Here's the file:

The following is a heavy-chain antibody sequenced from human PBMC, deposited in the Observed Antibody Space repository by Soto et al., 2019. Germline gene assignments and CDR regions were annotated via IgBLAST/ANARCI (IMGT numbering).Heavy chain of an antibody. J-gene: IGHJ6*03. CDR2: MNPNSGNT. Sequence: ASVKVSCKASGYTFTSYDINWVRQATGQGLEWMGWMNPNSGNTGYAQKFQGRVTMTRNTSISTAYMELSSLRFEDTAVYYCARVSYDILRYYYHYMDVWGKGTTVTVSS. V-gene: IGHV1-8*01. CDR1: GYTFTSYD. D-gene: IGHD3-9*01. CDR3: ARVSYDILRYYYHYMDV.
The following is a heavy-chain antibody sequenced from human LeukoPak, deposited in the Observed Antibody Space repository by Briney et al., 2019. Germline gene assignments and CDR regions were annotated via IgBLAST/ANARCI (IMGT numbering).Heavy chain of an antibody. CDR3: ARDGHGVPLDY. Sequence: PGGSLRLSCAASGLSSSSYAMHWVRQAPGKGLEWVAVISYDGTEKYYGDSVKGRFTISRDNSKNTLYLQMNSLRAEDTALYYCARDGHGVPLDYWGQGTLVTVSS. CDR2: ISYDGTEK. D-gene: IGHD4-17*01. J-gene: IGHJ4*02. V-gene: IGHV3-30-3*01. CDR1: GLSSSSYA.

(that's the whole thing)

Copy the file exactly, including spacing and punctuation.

The following is a heavy-chain antibody sequenced from human PBMC, deposited in the Observed Antibody Space repository by Soto et al., 2019. Germline gene assignments and CDR regions were annotated via IgBLAST/ANARCI (IMGT numbering).Heavy chain of an antibody. J-gene: IGHJ6*03. CDR2: MNPNSGNT. Sequence: ASVKVSCKASGYTFTSYDINWVRQATGQGLEWMGWMNPNSGNTGYAQKFQGRVTMTRNTSISTAYMELSSLRFEDTAVYYCARVSYDILRYYYHYMDVWGKGTTVTVSS. V-gene: IGHV1-8*01. CDR1: GYTFTSYD. D-gene: IGHD3-9*01. CDR3: ARVSYDILRYYYHYMDV.
The following is a heavy-chain antibody sequenced from human LeukoPak, deposited in the Observed Antibody Space repository by Briney et al., 2019. Germline gene assignments and CDR regions were annotated via IgBLAST/ANARCI (IMGT numbering).Heavy chain of an antibody. CDR3: ARDGHGVPLDY. Sequence: PGGSLRLSCAASGLSSSSYAMHWVRQAPGKGLEWVAVISYDGTEKYYGDSVKGRFTISRDNSKNTLYLQMNSLRAEDTALYYCARDGHGVPLDYWGQGTLVTVSS. CDR2: ISYDGTEK. D-gene: IGHD4-17*01. J-gene: IGHJ4*02. V-gene: IGHV3-30-3*01. CDR1: GLSSSSYA.